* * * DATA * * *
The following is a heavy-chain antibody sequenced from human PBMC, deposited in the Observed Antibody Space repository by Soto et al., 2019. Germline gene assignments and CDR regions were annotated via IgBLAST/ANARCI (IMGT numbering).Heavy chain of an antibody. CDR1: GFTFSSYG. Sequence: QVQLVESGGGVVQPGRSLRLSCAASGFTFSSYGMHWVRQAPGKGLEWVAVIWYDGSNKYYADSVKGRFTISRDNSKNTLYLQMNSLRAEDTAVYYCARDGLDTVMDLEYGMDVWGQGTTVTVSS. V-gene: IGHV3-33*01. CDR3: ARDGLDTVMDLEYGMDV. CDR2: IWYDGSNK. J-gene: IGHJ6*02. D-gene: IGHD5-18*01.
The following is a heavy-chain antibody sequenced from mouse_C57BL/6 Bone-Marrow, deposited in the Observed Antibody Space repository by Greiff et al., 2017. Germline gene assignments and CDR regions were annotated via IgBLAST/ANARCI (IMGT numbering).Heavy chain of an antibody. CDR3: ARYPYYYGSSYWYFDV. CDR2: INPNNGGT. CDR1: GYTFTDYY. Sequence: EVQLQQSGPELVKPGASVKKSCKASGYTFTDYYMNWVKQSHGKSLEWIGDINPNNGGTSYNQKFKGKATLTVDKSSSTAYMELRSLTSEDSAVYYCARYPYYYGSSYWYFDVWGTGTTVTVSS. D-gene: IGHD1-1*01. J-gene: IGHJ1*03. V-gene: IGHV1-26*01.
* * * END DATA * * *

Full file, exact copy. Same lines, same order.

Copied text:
The following is a heavy-chain antibody sequenced from human PBMC, deposited in the Observed Antibody Space repository by Soto et al., 2019. Germline gene assignments and CDR regions were annotated via IgBLAST/ANARCI (IMGT numbering).Heavy chain of an antibody. CDR1: GFTFSSYG. Sequence: QVQLVESGGGVVQPGRSLRLSCAASGFTFSSYGMHWVRQAPGKGLEWVAVIWYDGSNKYYADSVKGRFTISRDNSKNTLYLQMNSLRAEDTAVYYCARDGLDTVMDLEYGMDVWGQGTTVTVSS. V-gene: IGHV3-33*01. CDR3: ARDGLDTVMDLEYGMDV. CDR2: IWYDGSNK. J-gene: IGHJ6*02. D-gene: IGHD5-18*01.
The following is a heavy-chain antibody sequenced from mouse_C57BL/6 Bone-Marrow, deposited in the Observed Antibody Space repository by Greiff et al., 2017. Germline gene assignments and CDR regions were annotated via IgBLAST/ANARCI (IMGT numbering).Heavy chain of an antibody. CDR3: ARYPYYYGSSYWYFDV. CDR2: INPNNGGT. CDR1: GYTFTDYY. Sequence: EVQLQQSGPELVKPGASVKKSCKASGYTFTDYYMNWVKQSHGKSLEWIGDINPNNGGTSYNQKFKGKATLTVDKSSSTAYMELRSLTSEDSAVYYCARYPYYYGSSYWYFDVWGTGTTVTVSS. D-gene: IGHD1-1*01. J-gene: IGHJ1*03. V-gene: IGHV1-26*01.